Bear Wallow Loop to the Chile Line features a hike in the Sangre de Cristo mountains near Santa Fe, New Mexico followed by lunch and a beer at the closest brewery – the Chile Line Brewing Company. The hike is a four-miler with grades up to 20% in places so it was not difficult to work up a thirst. Chile Line Brewing Company is owned by a high school classmate of my oldest son who I had not seen for many years. In addition to good beers and a tasty lunch, it was fun to catch up and see how his business was going.
Bear Wallow Loop
What I am calling Bear Wallow Loop is sort of a triangle that uses three popular trails. I started on the Borrego Trail through a stretch of beautiful forest. Borrego meets up with the Winsor Trail at a big open meadow and a crossing of Tesuque Creek. From there, Winsor follows the creek downstream before intersecting with Bear Wallow Trail. Bear Wallow is a steady climb up a steep-sided canyon to complete the loop. I guess I could have called the loop something else, but “bear wallow” just sounded cool to me.
You may click on any gallery image to see it in a larger format and to open a slideshow viewer that lets you scroll through larger versions of all images
Chile Line Brewery
The closest brewery after the hike is the Chile Line Brewery in the old center of Santa Fe. It’s generally expensive real estate in old Santa Fe so most of the breweries are found in newer parts of town. Chile Line was the common name for a historic narrow gauge rail connection between Santa Fe and Antonito, Colorado. The 125-mile spur was operated by the Denver and Rio Grande Railway (D&RG) between 1880 and and1941 when it was closed and subsequently dismantled. I guess the nickname came from the trains carrying lots of chile and chile eaters. Brewery owner Alexander Pertusini told me he liked the name because he was once a Los Alamos Boy Scout and the history of the Chile Line included carrying boy scouts bound for the Ranch School in Los Alamos. The current location of the brewery is near where the Chile Line’s servicing facilities were.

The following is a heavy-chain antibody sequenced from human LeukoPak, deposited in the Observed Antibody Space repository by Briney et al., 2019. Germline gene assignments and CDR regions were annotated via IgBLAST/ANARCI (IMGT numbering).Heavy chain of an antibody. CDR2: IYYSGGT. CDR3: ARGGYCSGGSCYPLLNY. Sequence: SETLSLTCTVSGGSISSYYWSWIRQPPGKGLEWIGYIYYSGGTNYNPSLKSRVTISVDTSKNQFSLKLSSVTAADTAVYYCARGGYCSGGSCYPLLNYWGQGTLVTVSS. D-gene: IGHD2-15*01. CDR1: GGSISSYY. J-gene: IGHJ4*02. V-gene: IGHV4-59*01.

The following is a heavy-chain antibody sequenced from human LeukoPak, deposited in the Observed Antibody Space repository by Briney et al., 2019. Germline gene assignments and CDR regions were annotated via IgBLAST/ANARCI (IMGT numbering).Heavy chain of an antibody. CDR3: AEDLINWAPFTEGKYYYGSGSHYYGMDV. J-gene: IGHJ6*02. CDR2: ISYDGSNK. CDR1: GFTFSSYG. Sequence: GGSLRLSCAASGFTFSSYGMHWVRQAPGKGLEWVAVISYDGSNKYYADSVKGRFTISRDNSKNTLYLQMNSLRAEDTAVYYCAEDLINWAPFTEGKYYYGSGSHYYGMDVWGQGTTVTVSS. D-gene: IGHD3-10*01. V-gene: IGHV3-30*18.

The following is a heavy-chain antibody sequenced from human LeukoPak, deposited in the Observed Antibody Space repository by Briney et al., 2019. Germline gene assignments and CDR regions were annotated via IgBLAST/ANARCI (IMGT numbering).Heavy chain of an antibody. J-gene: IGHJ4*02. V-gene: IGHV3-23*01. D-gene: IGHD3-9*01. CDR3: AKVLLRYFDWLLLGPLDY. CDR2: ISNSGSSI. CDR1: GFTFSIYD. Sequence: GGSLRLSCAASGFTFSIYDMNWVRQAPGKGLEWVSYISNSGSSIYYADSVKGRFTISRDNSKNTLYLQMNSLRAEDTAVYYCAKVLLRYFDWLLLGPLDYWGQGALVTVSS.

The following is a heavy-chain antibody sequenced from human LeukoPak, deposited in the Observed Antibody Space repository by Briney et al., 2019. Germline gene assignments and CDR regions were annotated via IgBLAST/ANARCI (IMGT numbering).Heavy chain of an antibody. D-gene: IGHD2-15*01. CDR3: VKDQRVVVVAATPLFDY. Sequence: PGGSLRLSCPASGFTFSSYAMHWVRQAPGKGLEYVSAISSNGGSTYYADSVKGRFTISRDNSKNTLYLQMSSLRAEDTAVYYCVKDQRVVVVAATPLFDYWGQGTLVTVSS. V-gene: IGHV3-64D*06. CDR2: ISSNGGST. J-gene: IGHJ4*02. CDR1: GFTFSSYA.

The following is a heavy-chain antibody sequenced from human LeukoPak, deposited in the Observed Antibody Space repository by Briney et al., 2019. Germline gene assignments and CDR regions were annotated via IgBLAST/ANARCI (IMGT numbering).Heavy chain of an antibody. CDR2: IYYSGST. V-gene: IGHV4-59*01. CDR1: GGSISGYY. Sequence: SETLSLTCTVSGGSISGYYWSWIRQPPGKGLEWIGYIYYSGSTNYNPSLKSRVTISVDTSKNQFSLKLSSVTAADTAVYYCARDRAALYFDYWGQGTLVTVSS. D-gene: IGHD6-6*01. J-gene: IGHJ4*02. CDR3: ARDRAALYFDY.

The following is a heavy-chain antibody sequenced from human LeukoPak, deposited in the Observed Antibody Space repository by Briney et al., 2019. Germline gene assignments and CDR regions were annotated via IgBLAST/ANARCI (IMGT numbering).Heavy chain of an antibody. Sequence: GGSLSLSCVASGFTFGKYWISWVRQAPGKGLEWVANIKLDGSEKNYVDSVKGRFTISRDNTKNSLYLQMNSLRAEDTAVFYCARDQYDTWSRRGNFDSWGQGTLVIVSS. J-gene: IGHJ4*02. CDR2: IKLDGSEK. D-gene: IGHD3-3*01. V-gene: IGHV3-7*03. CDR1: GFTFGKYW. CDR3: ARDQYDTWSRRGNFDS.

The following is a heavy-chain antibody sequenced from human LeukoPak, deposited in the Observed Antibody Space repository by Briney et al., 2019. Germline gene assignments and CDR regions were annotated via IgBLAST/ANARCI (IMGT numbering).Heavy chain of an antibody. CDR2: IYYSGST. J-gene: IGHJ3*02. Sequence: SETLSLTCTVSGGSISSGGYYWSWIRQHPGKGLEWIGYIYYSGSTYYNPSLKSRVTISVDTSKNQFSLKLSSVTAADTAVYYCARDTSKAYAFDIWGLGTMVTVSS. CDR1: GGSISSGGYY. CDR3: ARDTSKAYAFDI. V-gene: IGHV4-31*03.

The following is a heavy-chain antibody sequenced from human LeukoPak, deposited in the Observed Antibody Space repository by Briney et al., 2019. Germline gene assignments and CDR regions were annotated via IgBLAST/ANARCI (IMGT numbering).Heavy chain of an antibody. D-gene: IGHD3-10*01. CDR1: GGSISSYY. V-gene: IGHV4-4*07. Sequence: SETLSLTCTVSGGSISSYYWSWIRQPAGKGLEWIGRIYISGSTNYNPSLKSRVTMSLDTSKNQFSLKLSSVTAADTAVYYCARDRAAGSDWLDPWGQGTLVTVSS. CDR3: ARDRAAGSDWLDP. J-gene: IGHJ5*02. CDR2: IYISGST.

The Chile Line Brewery logo features a dalmatian. If you look closely, you’ll see that the spots on the dalmatian are in the shape of chile peppers. The dalmatian is a tribute to Xander’s dog Hugo who was a regular fixture in the early days of the business. At that time, Alexander lived above the brewery in a rooftop apartment and Hugo would spend time sitting on the edge of the roof above observing the action in the beer garden
Xander told me that he has had to tone that down a bit over time though as popular tastes haven’t discovered or opened up to the idea of smoked beers quite yet. The average person walking in is usually bought into the idea that craft beers are supposed to be hoppy so the focus on smoked malts is not an easy sell. I sampled a very nice smoked helles (I think called Helles Belles) that I would drink again for sure. The helles uses 12% smoked malt in the grain bill. Xander said that although he is making fewer smoked beers than at one time, he is keeping the dream that tastes will expand and he puts at least a token bit of smoked malt into everything that he brews.
Chile Line features seven mainstay beers and there were several specials on tap when I was there. That seems like a lot for the one-barrel system and Xander agreed that they can get stretched at times. He uses Kveik yeast in quite a few recipes and that has allowed for higher temperature and faster fermenting and he said it helps produce nice clarity. Green Chile and Red Chile beers with a bit of smokiness have provided a distinctive New Mexico hook that Xander said have proven to be popular.
For more stories about hikes, bikes, and beers in New Mexico, CLICK THIS LINK.